Technology & Science

Bison-sized 'Guinea-zilla' roamed South America

Fossil of 700 kg rodent related to guinea pigs found in Venezuela. The 3-metre-long creature ate sea grass, dodged crocs, scientists say.

The fossil of a giant rodent the size of a buffalo has been uncovered in what is now Venezuela.

The roughly 700-kilogram herbivore lived millions of years ago in a South American swamp. It is an evolutionary sibling to today's guinea pigs, scientists say.

Dubbed Goya, the fossil was unearthed in a semidesert area of Venezuela, about 400 kilometres west of Caracas in the town of Urumaco.

The rodent, Phoberomys pattersoni is named for Brian Patterson, a Harvard professor who led a fossil-collecting expedition to Venezuela in the 1970s.

Marcelo R. Sanchez-Villagra of the University of Tubingen in Germany is the first author of a study describing the creature. The paper appears in Friday's issue of the journal Science.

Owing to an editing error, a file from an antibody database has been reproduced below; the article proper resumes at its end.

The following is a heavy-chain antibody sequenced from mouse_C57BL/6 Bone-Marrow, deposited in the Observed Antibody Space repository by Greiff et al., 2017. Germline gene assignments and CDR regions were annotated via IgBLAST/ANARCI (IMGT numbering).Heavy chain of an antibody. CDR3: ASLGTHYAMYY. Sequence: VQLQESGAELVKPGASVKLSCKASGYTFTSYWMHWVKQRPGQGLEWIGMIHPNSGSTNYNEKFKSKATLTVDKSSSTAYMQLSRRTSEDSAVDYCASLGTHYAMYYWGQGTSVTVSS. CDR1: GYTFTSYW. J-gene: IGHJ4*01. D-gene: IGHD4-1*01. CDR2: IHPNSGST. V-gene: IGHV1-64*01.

The furry rodent had a smooth head with small ears and eyes. No one knows why it died out.

Sanchez-Villagra said the three-metre-long Goya roamed the banks of an ancient river some six to eight million years ago. An analysis of the creature's teeth suggests it dined on sea grass.

"Imagine a weird guinea pig, but huge, with a long tail for balancing on its hind legs and continuously growing teeth," said Sanchez-Villagra in a release.

It balanced on its hind legs to watch out for predators such as monster crocodiles, large marsupial cats and huge carnivorous birds called phorracoids, he said.

"Phoberomys is reported to be the largest rodent that ever existed," Sanchez-Villagra and colleagues in Venezuela and the United States wrote in the report.

A big-boned fossil

The leg bones in the skeleton suggest Goya walked differently from most modern rodents, according to the researchers. The fossil is 90 per cent complete.

Mice, rats and guinea pigs scamper about in a crouched position with their legs bent at the knee and elbow. But the huge Goya had to stand straight, wrote McNeill Alexander of the University of Leeds in Britain in an essay accompanying the study.

"The question that puzzles me is not how Phoberomys could have been so large, but why the overwhelming majority of rodents are so small," Alexander wrote.

South America was an island for millions of years until a land bridge called the Panamanian isthmus emerged to connect Central and South America about three million years ago.